A perennially hot topic in human medicine is the risks and benefits of screening tests. Blood tests, imaging (like CT scans) and other diagnostic tests are usually seen by the general public as only beneficial. How could it be a bad thing to detect a disease, even before it is causing any symptoms? The reality, of course, is that such tests come with risks as well as benefits, like everything else in medicine.
I’ve written a bit about screening tests before, and I wrote an enthusiastic review of Gilbert Welch’s book Over-Diagnosed, which I believe should be required reading for anyone who is a healthcare provider or patient. The previously underappreciated dangers in inappropriate diagnostic tests have driven significant and sometimes controversial recommendations from the United States Preventative Services Task Force (USPSTF), the federal agency responsible for generating evidence-based guidelines concerning preventative medicine. And a broad coalition of medical specialty groups have formed an organization called Choosing Wisely which is dedicated to promoting sensible use of diagnostic tests by education physicians and the public about the risks and uncertainties, as well as the benefits, of such testing.
In general, the benefits of screening tests involve either allowing a disease to be treated at an earlier stage, even before the patient is aware of having it, and thereby improving the long-term outcome, or detecting risk factors for diseases which can be managed to reduce the chances of those diseases developing at all. For this to work, of course, the tests must screen for something which is treatable or preventable. A test which warns you in high school that you will die of some horrible disease in 30 or 40 years, and that there is nothing you can do about it, isn’t beneficial. In fact, it is more likely to do harm in that it generates anxiety and affects how you live your life in ways that don’t make you any healthier or happier.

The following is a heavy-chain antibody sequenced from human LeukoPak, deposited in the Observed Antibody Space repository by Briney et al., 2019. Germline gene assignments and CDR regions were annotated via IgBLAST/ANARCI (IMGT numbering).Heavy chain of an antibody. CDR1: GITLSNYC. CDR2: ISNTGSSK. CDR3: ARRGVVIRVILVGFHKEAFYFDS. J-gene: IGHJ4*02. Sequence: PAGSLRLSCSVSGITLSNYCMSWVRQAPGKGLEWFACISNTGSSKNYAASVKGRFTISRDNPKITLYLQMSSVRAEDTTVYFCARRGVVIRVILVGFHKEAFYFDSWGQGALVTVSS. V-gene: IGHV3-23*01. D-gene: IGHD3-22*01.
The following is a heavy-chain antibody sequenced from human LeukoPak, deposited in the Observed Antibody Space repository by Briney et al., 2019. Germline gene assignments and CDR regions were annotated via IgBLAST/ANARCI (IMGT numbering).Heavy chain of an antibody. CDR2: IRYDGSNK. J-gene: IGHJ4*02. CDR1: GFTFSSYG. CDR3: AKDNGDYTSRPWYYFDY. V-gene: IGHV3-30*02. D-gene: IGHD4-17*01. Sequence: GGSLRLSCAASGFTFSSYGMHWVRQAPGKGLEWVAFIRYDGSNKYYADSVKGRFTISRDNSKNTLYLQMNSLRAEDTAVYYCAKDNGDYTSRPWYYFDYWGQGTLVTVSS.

Effective screening tests must also be accurate enough that they don’t miss a lot of cases of real disease or indicate disease is present in a lot of people when it really isn’t. No test is perfect, but most medical screening tests can be evaluated in people know to have, or not have, the condition tested for, which can give us an idea how accurate a particular test is. This generates the “sensitivity” and “specificity” numbers often cited to identify how reliable a test is.
For statistical reasons I won’t get into, these numbers can be misleading. Even a test which very rarely misidentifies someone as having a disease they don’t actually have will still misidentify a high proportion of people tested if the disease is really rare. So even the best tests aren’t very useful if we test people who are very unlikely to actually have the disease we are looking for. This is one reason why indiscriminate use of diagnostic tests is a not effective or reliable.
The devil, as always, is in the details, so it is difficult to generalize about when screening tests should or shouldn’t be used. For the most part, the guidelines in humans recommend using most screening tests only when there is some reason to suspect the disease one is looking for is present. If a person has typical symptoms, or is in a demographic group known to be frequently affected by the disease of interest, then a screening test might make sense.